The only thing worse than a thug is a copycat thug.
The media learned little about the Czech who had labored alongside of me, riveting fins and hammering launch lugs. The youngest of her siblings lived too many terrible suns and cruel moons away to broadcast her death. The rest of her beloveds, likewise, seemed entirely disinterested in her: having fallen from the scaffolding surrounding a rocket’s nose, uninterred body, or subsequently doubled share in the proceeds from that space-going vessel’s future payload. Continue reading Stealing Posies by KJ Hannah Greenberg
My little sister had a music box. She kept her scraps of plastic jewelry in it, a ceramic ballerina in a tulle tutu popped every time she pulled back the lid. Then there was the noise. Scrappy, too much like metal grinding together, a classical ballad of some kind but played too fast and too shrill, a techno Beethoven. Continue reading Trill by E.M. Fitch
‘It is a truth universally acknowledged,’ said Philly Bailey, crushing his lager can, ‘That all Jane Austen needed was a bloody good shag.’
As she adjusted her white linen cap and carefully smoothed out the Continue reading Spectral Warning by Sonia Kilvington
Other people’s success always made M. drink way too much. Weaving slightly as he walked across the hard wood floor, he felt each of the three dirty martinis he’d gulped within the hour of arriving at his friend David’s book party. The restaurant was already crowded, and a few folks stood outside in the spring coolness smoking cigarettes and chatting. Years ago, the rowdy bar where he unsteadily stood was he and David’s former hangout spot the Saloon, a place where once the crew of beauty queen waitresses who worked there were required to wear roller skates. M. often journeyed to the restaurant on 64th and Broadway from his Harlem hood to meet dates for Sunday brunch. Continue reading Killer Heels by Michael A. Gonzales
They lived in the suburbs on Planet B.
In Autumn, the leaves fell.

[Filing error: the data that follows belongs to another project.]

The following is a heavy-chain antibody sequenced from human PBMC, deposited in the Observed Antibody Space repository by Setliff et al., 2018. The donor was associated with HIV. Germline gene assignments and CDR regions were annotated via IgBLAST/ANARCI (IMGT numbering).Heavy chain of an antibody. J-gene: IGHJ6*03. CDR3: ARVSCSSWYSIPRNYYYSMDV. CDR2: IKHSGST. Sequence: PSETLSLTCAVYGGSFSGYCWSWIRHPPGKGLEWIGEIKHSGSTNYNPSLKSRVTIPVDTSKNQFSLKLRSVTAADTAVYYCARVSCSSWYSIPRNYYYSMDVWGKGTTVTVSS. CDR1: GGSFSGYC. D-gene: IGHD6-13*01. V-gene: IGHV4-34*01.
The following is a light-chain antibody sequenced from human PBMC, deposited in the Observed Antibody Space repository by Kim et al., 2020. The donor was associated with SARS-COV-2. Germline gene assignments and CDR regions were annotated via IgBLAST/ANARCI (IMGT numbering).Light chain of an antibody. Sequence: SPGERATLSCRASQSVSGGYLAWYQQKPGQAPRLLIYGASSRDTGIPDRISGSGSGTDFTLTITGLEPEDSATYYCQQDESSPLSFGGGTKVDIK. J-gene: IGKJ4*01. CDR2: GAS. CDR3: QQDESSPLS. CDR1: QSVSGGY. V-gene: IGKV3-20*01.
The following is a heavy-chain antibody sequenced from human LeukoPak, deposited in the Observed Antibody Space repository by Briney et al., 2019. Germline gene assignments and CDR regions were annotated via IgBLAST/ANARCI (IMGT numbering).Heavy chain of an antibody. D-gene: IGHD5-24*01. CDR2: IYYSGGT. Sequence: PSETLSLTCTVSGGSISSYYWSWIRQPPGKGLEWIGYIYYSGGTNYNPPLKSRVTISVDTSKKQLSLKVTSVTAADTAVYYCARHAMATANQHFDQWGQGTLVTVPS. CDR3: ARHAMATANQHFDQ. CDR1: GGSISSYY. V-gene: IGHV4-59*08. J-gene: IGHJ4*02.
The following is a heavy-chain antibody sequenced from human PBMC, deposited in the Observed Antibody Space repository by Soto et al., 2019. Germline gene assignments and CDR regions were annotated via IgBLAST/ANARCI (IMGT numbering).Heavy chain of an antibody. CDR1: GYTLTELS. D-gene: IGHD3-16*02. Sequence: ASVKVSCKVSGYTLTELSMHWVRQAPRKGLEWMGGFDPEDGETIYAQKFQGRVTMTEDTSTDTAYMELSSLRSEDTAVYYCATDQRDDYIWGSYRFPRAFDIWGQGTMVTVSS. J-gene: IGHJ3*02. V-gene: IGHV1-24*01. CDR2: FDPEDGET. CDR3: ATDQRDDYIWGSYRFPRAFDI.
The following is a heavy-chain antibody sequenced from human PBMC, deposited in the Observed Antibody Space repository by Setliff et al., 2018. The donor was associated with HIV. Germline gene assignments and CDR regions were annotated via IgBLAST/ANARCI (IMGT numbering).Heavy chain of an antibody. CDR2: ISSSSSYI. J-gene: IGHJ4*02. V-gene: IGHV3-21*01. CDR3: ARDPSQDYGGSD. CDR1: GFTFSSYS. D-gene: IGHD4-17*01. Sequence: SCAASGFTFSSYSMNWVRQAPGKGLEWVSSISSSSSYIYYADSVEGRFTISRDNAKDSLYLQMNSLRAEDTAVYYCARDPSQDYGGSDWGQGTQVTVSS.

They were protein-rich, with biosensors.
by Jason Michel
Ryan Bracha‘s writing is not for the faint hearted. I think I can say that with confidence. His stories are transgressive and smeared with a gallows humour dripping around the chops. He is the best selling author of Strangers Are Just Friends You Haven’t Killed Yet and the Dead Man Trilogy. Take a trip into the darkest corners of his mind as he talks to me about dwarves, ninjas, and his latest supernatural thriller, The Switched, his blackest work yet.
To quote : “It’s basically a look at what would happen if the most fucked up people in the country just inexplicably woke up as one another, with no grasp of the concept of consequence. It’s funny.”
What makes Ryan Bracha so bloody special that we should read your precious words? Continue reading “All Manner of Hell Breaks Loose” – Ryan Bracha Interview
I sat in the back of that bus, chained to the seat like an animal. 25 years to life. I remember the way the words fell out of his lips. He seemed so angry about it. His voice was powerful and biblical and his Continue reading Burnt Film by Justin Hawthorne
*Reader’s discretion advised! – This tale of caddish skullduggery and murder contains scenes of a particularly violent nature. A strong stomach shall be necessary. You have been warned – your beloved Editor*
I have written this journal for posterity and with the strict intention of disclosing to future historians the identity of the man who became known as Jack the Ripper. The common press, both fallible and corrupt, painted a picture that I will not let remain the final word on the identity of the killer. And while what I am writing here is both a confessional and a narrative account of sorts, it is ultimately a challenge to those who believe they can determine events whose nature lies outside their sphere of experience. Continue reading WHITE GULL by Richard Godwin